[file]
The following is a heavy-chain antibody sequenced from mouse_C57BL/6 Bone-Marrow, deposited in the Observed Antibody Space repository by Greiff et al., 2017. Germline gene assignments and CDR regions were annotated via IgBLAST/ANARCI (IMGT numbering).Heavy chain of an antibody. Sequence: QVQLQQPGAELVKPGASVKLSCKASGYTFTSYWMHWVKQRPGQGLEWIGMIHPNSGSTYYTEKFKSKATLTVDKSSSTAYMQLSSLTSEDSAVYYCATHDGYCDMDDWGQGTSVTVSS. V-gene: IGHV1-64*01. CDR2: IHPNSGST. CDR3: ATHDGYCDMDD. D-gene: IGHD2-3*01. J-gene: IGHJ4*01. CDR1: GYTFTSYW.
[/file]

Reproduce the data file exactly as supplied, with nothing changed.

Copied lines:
The following is a heavy-chain antibody sequenced from mouse_C57BL/6 Bone-Marrow, deposited in the Observed Antibody Space repository by Greiff et al., 2017. Germline gene assignments and CDR regions were annotated via IgBLAST/ANARCI (IMGT numbering).Heavy chain of an antibody. Sequence: QVQLQQPGAELVKPGASVKLSCKASGYTFTSYWMHWVKQRPGQGLEWIGMIHPNSGSTYYTEKFKSKATLTVDKSSSTAYMQLSSLTSEDSAVYYCATHDGYCDMDDWGQGTSVTVSS. V-gene: IGHV1-64*01. CDR2: IHPNSGST. CDR3: ATHDGYCDMDD. D-gene: IGHD2-3*01. J-gene: IGHJ4*01. CDR1: GYTFTSYW.